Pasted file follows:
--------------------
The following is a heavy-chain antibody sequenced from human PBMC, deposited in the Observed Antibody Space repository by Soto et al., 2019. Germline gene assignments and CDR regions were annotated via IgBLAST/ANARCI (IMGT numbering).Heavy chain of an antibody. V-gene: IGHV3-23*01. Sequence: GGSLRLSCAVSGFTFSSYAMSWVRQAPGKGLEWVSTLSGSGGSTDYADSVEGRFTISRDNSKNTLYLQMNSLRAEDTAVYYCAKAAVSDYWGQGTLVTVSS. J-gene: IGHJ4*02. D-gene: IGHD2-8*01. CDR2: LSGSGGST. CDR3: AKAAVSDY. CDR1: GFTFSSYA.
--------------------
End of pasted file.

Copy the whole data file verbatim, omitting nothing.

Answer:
The following is a heavy-chain antibody sequenced from human PBMC, deposited in the Observed Antibody Space repository by Soto et al., 2019. Germline gene assignments and CDR regions were annotated via IgBLAST/ANARCI (IMGT numbering).Heavy chain of an antibody. V-gene: IGHV3-23*01. Sequence: GGSLRLSCAVSGFTFSSYAMSWVRQAPGKGLEWVSTLSGSGGSTDYADSVEGRFTISRDNSKNTLYLQMNSLRAEDTAVYYCAKAAVSDYWGQGTLVTVSS. J-gene: IGHJ4*02. D-gene: IGHD2-8*01. CDR2: LSGSGGST. CDR3: AKAAVSDY. CDR1: GFTFSSYA.